Grief Ambush

That’s when you have a grief attack. In short, it’s a day that sucks. It sneaks up behind you and bam, ambushes you out of nowhere. It takes you down to your knees, it hurts like the devil, it doesn’t ask forgiveness nor does it apologize. You can’t function worth squat and you are confused and weepy.

Just when you think you can’t take another minute, hour or day, it subsides just a bit and then a little more and then some more until finally you see a sliver of light and you rush to open it wider because you … Read more...

Suicide. The coulda, woulda conversation in my head goes something like this

My coulda woulda shoulda is that last phone call I had with Charles. Here’s how it goes.

Alter Ego: You missed that last conversation, the one where he texted you, “Please pick up the f@#$%& phone, there is something I need to tell you.”

(my mind usually whines here)

Me: We had already been on the phone for two hours. He was shouting, incoherent and argumentative. I didn’t know where he was. I couldn’t understand him. I said, “I have to go. Bye, bye, I love you.” Then he called again and we talked again.

Alter Ego: But that third phone call, the one that Read more...

Looking for hope and joy after my son’s suicide

I am standing somewhere noisy when all of a sudden a memory hits me and my heart freezes, breathing all but stops. The crowd becomes this surreal din of noise and I physically shrink in size while the colors of the room smudge together as the grief wave settles in. Lonely is the best way to describe it because right then, I am sure no one could feel such pain in their heart–right down to my muscles and bones.

It will subside but sometimes I want to hold onto it longer because it makes me feel closer to the child Read more...

Grieving is healing

When grieving, you feel very alone, very isolated. But do know if you are grieving, you are not alone. It’s simply that the nature of grieving has a component of pain so deep, you shut down temporarily to give yourself space to absorb the emotional tsunami that often takes you down to your knees or inspires you to scream at the car dashboard. The part where you feel your worst is where it’s the most isolating. You can’t share that part with anyone else. It’s simply too personal and a painful part of the process.

I do know that

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Today, I was done at the start

Some days are tougher than others. You keep pulling yourself up over and over and by the end of the day, you’re just exhausted. And done. Just done. Usually, running lifts my spirits but this morning I kept having to force myself to keep it up. This was one of those days. Feels like this song. Funny, how his words are so relevant to my grief journey.

“This world is crushing me but I lift the weight
Look at star with a different face you’ll see tomorrow
The world will be a better place”—Charles RogersRead more...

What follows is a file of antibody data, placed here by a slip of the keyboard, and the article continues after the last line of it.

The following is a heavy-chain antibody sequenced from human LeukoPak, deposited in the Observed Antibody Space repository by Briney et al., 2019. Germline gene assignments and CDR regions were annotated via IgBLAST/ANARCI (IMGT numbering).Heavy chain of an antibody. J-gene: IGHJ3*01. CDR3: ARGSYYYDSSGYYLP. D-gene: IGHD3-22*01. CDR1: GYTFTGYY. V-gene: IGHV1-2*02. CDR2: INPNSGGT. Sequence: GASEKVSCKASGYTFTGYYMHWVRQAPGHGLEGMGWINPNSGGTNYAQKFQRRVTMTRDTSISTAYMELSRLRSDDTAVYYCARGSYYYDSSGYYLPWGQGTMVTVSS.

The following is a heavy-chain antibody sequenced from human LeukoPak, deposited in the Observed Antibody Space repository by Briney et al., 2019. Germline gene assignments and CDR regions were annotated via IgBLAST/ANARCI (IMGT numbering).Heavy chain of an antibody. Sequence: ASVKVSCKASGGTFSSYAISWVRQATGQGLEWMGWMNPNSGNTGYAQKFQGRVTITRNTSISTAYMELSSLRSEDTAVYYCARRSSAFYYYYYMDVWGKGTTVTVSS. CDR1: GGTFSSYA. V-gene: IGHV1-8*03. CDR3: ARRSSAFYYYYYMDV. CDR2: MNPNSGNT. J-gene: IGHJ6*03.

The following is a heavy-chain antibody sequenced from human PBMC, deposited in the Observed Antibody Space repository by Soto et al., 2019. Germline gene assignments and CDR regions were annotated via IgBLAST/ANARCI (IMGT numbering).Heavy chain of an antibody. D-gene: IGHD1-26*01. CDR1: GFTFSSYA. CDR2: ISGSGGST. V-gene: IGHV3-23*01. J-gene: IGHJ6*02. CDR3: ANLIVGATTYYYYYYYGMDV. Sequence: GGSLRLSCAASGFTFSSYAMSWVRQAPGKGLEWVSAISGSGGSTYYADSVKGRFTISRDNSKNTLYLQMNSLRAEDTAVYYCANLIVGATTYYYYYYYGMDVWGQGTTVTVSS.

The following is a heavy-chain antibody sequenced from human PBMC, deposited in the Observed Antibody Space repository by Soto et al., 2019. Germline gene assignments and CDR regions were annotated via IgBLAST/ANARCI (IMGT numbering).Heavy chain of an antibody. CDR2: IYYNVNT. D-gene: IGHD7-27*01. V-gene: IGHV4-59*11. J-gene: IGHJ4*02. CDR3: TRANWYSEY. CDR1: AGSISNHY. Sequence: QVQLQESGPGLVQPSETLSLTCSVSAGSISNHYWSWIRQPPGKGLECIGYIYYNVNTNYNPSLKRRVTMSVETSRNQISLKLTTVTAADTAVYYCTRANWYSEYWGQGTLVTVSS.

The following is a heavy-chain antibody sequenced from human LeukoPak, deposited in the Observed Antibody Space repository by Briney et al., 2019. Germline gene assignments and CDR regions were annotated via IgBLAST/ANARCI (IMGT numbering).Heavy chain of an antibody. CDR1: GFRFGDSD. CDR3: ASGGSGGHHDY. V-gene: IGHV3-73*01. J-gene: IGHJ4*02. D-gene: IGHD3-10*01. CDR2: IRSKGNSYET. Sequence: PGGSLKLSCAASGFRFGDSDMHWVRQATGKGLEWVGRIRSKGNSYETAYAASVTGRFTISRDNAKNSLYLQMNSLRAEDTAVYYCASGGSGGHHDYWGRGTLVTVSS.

Suicide shirts that are not funny

Cannot believe Amazon is or was selling these shirts. I get that people have different brands of humor. But suicide jokes, humor making fun of those with disabilities or dwarf jokes is just not creative. It’s a cop out for those who lack the real skills to be creative. To a mom whose child died by hanging himself, this is a slap in the face. Add to that, it’s suggestive in a frightening way.… Read more...

You never stop missing the child you lost

I remember a trip I took to my grandmother’s when I was around 9 or 10 years old.

Usually, I’d stay in the room with twin beds with my grandmother when we visited and one morning I woke up and saw my grandmother standing up in front of her dresser crying and looking at a picture. Curious and worried, I asked my grandmother what was the matter. She told me that it was Lou Maddy’s birthday and she would have been 40 years old that day. I asked her who Lou Maddy was and she said she was her Read more...

This new year, take the taboo out of suicide by talking about it

Those of us who have lost a child CRAVE pictures and memories about our child more than ANYTHING in the world because it’s all we have. One of the things people will tell you is that once someone dies, you find out all these things about your loved one that you never knew and it makes you smile.

But I have to tell you that those of us who have lost a child by suicide from stigmatized illnesses like addiction and depression, just don’t hear as much. We hear a lot of silence, awkwardness and change of subject and we Read more...

Surviving the first holidays after my son’s suicide

So the grief is like a tidal wave. When it hits, it hits hard. It can last a day or about a day and a half. Or sometimes shorter. But over the holidays the periods have stretched back out. They had gotten shorter and I know they will again. It maybe my journey but I’m not always the captain of it.

After a big hit of grief, you can have a “grief hangover” where you just feel sort of lethargic and shell shocked but relieved that the worst of it is over. Then you have to kick your own butt … Read more...

The 4 G’s of Grief

Grief:

Feeling heavy of heart

Gratitude:

Thankful to have spent a lot of time with Charles so I have a lot of memories. Thankful for friends who have reached out and supported me

Grace:

Understanding that he suffered from an illness and it was not a lifestyle choice

Giving Back:

Forging ahead with my promise not to be silent about suicide and mental health at Beacon Tree Foundation

And today, acknowledging the loss of others’ loved ones and that the holidays are also rough for them. My heart goes out to Amiya Moses‘ family today. She was only 12 … Read more...